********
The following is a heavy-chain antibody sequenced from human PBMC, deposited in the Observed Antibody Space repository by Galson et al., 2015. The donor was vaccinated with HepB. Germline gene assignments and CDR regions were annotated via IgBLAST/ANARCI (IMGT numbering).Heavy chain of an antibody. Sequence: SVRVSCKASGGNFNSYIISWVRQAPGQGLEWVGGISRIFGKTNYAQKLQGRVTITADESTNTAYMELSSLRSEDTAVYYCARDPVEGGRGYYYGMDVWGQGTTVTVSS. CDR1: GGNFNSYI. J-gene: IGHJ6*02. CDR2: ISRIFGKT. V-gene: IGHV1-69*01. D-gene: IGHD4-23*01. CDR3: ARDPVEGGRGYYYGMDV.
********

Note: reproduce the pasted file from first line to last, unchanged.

The following is a heavy-chain antibody sequenced from human PBMC, deposited in the Observed Antibody Space repository by Galson et al., 2015. The donor was vaccinated with HepB. Germline gene assignments and CDR regions were annotated via IgBLAST/ANARCI (IMGT numbering).Heavy chain of an antibody. Sequence: SVRVSCKASGGNFNSYIISWVRQAPGQGLEWVGGISRIFGKTNYAQKLQGRVTITADESTNTAYMELSSLRSEDTAVYYCARDPVEGGRGYYYGMDVWGQGTTVTVSS. CDR1: GGNFNSYI. J-gene: IGHJ6*02. CDR2: ISRIFGKT. V-gene: IGHV1-69*01. D-gene: IGHD4-23*01. CDR3: ARDPVEGGRGYYYGMDV.